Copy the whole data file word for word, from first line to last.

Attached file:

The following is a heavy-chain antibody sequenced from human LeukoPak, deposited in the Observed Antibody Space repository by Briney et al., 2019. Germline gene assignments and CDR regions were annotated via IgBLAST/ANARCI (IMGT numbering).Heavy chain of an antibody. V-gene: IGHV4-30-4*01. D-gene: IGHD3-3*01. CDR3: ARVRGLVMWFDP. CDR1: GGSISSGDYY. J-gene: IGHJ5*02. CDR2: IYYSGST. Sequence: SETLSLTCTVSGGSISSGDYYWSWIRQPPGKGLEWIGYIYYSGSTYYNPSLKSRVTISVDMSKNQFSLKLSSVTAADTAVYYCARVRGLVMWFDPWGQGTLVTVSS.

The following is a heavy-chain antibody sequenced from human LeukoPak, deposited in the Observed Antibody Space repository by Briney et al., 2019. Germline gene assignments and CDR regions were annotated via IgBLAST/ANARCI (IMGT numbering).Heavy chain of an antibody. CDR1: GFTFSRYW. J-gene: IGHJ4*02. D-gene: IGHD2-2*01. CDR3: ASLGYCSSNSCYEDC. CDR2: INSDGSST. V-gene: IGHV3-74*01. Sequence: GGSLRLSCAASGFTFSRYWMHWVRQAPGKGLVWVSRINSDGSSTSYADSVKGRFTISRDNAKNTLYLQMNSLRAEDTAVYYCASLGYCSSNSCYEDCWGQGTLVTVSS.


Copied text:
The following is a heavy-chain antibody sequenced from human LeukoPak, deposited in the Observed Antibody Space repository by Briney et al., 2019. Germline gene assignments and CDR regions were annotated via IgBLAST/ANARCI (IMGT numbering).Heavy chain of an antibody. V-gene: IGHV4-30-4*01. D-gene: IGHD3-3*01. CDR3: ARVRGLVMWFDP. CDR1: GGSISSGDYY. J-gene: IGHJ5*02. CDR2: IYYSGST. Sequence: SETLSLTCTVSGGSISSGDYYWSWIRQPPGKGLEWIGYIYYSGSTYYNPSLKSRVTISVDMSKNQFSLKLSSVTAADTAVYYCARVRGLVMWFDPWGQGTLVTVSS.

The following is a heavy-chain antibody sequenced from human LeukoPak, deposited in the Observed Antibody Space repository by Briney et al., 2019. Germline gene assignments and CDR regions were annotated via IgBLAST/ANARCI (IMGT numbering).Heavy chain of an antibody. CDR1: GFTFSRYW. J-gene: IGHJ4*02. D-gene: IGHD2-2*01. CDR3: ASLGYCSSNSCYEDC. CDR2: INSDGSST. V-gene: IGHV3-74*01. Sequence: GGSLRLSCAASGFTFSRYWMHWVRQAPGKGLVWVSRINSDGSSTSYADSVKGRFTISRDNAKNTLYLQMNSLRAEDTAVYYCASLGYCSSNSCYEDCWGQGTLVTVSS.